The Stanford University research team cites findings that “53% of children were initially apprehensive of acupuncture needles, following their first needle 64% felt it did not hurt, and furthermore would recommend it to someone else.” In adolescents, 67% report acupuncture as “pleasant” and 70% report that acupuncture reduced pain levels. The receptivity to acupuncture may be due, in part, to acupuncture’s ability to induce deep relaxation in patients combined with lasting analgesic effects. Continue reading
Use tea tree, eucalyptus, lemongrass or citronella in a vaporizer or in candeles to keep flies and mosquitoes away, and use patchouli and cedar wood for moths. Add a drop to a cotton ball and place near stored clothing.
Take a moment and sip this calming concoction that uses soothing herbs.
Mix one teaspoon of the following herbs:
* Whole chamomile flowers
* Dried spearmint leaves
* Dried hops
* Honey or Stevia
Add all the herbs and bring to boil, simmer for 5 minutes. Strain into a mug or cup and serve, sweetening with honey or stevia. Enjoy!
A recent study shows that differences exist between the anatomical structure of acupuncture and non-acupuncture points, according to research published in the Journal of Electron Spectroscopy and Related Phenomena.
Researchers used in-line phase contrast CT imaging with synchrotron radiation on known acupuncture points and non-acupuncture points. The scans showed that ST36 and ST37 acupuncture points contain fine, high-density structures and an increased number of large blood vessels. Non-acupuncture points did not exhibit these properties.
According to Chinese medicine, life force energy is carried through the body through a complex system of blood vessels called meridians. If the movement of blood is restricted, it causes disharmony in the way organs function. However, manipulating the body through acupuncture points helps blood flow freely again.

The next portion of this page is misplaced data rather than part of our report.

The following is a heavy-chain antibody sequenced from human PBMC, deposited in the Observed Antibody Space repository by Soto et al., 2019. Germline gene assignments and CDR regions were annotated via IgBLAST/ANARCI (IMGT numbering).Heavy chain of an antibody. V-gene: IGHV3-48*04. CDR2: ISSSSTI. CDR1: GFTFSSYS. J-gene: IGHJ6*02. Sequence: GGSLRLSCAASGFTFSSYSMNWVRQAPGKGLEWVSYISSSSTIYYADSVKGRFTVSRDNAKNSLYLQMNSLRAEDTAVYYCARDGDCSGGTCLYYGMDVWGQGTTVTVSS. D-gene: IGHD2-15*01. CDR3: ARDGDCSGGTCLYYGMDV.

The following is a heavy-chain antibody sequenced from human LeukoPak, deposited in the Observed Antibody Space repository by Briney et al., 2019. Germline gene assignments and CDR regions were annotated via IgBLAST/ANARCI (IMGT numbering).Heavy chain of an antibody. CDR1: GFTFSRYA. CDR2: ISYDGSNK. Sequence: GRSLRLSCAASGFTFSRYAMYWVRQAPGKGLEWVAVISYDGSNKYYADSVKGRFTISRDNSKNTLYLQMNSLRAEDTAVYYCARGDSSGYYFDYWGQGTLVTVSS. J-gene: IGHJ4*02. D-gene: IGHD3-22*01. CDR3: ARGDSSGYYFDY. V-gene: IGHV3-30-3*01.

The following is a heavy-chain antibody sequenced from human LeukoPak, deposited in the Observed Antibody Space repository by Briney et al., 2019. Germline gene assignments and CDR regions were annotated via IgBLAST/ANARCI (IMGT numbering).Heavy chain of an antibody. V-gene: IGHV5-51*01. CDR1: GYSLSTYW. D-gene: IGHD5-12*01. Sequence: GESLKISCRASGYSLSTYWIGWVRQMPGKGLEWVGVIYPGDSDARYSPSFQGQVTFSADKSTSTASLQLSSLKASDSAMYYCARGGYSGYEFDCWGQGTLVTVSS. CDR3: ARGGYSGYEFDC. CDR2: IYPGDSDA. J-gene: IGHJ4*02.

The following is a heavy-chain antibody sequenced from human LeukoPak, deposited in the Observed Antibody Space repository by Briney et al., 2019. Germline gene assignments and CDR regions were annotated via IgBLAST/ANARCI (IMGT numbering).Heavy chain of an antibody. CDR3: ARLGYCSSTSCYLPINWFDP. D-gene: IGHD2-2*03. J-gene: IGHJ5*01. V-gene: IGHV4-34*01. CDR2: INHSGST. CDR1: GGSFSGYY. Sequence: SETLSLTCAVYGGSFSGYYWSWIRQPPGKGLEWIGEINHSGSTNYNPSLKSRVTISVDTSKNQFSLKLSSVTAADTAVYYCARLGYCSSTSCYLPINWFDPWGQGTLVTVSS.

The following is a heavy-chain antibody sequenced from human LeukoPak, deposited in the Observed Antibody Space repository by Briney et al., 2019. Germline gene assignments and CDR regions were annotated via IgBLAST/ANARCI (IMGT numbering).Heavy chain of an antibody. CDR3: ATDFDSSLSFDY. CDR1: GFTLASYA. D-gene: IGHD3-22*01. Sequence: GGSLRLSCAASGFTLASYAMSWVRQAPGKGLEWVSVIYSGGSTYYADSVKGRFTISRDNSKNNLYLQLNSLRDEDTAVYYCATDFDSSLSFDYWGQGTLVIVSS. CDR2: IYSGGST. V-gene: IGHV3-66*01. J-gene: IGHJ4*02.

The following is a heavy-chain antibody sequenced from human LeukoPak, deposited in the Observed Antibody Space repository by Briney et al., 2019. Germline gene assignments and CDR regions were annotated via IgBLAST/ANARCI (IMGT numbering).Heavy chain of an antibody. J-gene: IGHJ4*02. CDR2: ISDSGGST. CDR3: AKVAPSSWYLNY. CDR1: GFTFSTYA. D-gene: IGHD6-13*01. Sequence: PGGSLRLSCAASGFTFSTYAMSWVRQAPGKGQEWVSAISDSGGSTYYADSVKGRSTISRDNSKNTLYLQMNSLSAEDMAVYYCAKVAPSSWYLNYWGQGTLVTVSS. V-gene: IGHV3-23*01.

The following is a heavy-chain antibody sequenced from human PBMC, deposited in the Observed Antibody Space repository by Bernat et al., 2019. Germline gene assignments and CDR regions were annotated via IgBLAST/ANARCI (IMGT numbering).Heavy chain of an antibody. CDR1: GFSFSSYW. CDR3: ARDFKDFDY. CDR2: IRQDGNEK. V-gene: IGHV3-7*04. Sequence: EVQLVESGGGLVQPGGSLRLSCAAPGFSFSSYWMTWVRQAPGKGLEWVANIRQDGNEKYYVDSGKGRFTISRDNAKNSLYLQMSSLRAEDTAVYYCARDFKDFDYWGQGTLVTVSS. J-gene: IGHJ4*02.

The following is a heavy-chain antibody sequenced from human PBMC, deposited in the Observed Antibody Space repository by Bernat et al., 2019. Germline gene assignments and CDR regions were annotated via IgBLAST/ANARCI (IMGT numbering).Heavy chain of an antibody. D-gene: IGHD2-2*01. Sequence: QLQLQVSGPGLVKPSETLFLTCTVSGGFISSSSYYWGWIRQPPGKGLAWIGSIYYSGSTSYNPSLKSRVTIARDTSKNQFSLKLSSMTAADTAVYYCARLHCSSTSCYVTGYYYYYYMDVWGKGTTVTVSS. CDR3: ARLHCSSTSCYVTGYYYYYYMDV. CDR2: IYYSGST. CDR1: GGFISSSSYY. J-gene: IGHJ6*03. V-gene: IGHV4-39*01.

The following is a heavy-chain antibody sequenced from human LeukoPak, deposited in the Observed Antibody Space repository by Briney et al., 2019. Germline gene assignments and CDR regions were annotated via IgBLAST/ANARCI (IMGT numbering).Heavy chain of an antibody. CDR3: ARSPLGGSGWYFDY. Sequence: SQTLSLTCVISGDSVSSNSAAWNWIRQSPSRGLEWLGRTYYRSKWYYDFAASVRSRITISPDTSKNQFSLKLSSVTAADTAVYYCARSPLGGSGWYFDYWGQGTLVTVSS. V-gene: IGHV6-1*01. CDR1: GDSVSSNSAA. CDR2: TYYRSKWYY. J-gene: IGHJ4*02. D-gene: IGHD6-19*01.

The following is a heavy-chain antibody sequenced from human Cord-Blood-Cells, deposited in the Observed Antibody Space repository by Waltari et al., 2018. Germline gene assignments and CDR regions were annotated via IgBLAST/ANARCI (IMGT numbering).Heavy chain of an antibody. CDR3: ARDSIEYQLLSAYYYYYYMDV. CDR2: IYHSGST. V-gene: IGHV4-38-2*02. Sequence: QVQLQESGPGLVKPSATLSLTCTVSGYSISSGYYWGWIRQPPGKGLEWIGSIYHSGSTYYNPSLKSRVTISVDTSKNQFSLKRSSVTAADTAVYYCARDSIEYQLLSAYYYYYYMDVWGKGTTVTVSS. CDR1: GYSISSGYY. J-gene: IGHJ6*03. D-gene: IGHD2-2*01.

The authors said the study results provide scientific proof of the existence of acupuncture points, which appear to be connected to locations in the body that correspond with areas with higher concentrations of blood.
For more information
Certain vitamins, minerals and antioxidants are important for healthy hair, nails and skin. In addition to eating foods rich in omega-3 fatty acids, such as wild Alaskan salmon, freshly ground flaxseed and Biotin. Each provides benefits for your hair, skin and nails:
1. Evening Primrose Oil – nourishes skin, hair and joints by supplying essential omega-6 fatty acids.
2. Omega-3 – provides the much-needed fatty acids EPA and DHA.
3. Vitamin D – supports bone and immune health.
4. Milk thistle – supports a healthy liver via its detoxification process and provides natural antioxidant capabilities.
5. Biotin – is a water-soluble B-vitamin (vitamin B7) – for hair loss and a scaly red rash around the eyes, nose, mouth.
Lemon Balm Tea can be used for a variety of ailments including fatigue, cold sores, and digestive issues.
Mix equal parts:
* Raspberry leaf
* Oat tops
* Lemon balm with 1/4 part each of cut-and sifted licorice and ginger.